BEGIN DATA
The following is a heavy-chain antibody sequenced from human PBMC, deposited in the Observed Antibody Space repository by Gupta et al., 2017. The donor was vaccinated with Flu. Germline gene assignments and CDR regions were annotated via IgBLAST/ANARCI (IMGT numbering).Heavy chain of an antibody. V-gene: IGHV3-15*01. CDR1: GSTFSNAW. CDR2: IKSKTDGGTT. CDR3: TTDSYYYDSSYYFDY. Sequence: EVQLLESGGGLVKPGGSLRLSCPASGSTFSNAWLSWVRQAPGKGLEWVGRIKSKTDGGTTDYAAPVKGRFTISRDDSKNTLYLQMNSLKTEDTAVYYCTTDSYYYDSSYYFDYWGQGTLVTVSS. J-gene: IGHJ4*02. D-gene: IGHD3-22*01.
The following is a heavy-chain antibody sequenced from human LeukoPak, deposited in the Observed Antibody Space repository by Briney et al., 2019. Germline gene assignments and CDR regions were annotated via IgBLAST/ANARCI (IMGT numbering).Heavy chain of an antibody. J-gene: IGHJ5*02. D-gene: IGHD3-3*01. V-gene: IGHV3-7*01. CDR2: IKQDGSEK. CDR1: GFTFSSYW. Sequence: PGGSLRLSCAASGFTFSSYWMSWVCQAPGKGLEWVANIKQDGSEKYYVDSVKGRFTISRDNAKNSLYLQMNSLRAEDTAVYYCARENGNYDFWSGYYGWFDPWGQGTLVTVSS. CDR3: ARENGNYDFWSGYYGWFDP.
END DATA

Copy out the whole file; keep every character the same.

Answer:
The following is a heavy-chain antibody sequenced from human PBMC, deposited in the Observed Antibody Space repository by Gupta et al., 2017. The donor was vaccinated with Flu. Germline gene assignments and CDR regions were annotated via IgBLAST/ANARCI (IMGT numbering).Heavy chain of an antibody. V-gene: IGHV3-15*01. CDR1: GSTFSNAW. CDR2: IKSKTDGGTT. CDR3: TTDSYYYDSSYYFDY. Sequence: EVQLLESGGGLVKPGGSLRLSCPASGSTFSNAWLSWVRQAPGKGLEWVGRIKSKTDGGTTDYAAPVKGRFTISRDDSKNTLYLQMNSLKTEDTAVYYCTTDSYYYDSSYYFDYWGQGTLVTVSS. J-gene: IGHJ4*02. D-gene: IGHD3-22*01.
The following is a heavy-chain antibody sequenced from human LeukoPak, deposited in the Observed Antibody Space repository by Briney et al., 2019. Germline gene assignments and CDR regions were annotated via IgBLAST/ANARCI (IMGT numbering).Heavy chain of an antibody. J-gene: IGHJ5*02. D-gene: IGHD3-3*01. V-gene: IGHV3-7*01. CDR2: IKQDGSEK. CDR1: GFTFSSYW. Sequence: PGGSLRLSCAASGFTFSSYWMSWVCQAPGKGLEWVANIKQDGSEKYYVDSVKGRFTISRDNAKNSLYLQMNSLRAEDTAVYYCARENGNYDFWSGYYGWFDPWGQGTLVTVSS. CDR3: ARENGNYDFWSGYYGWFDP.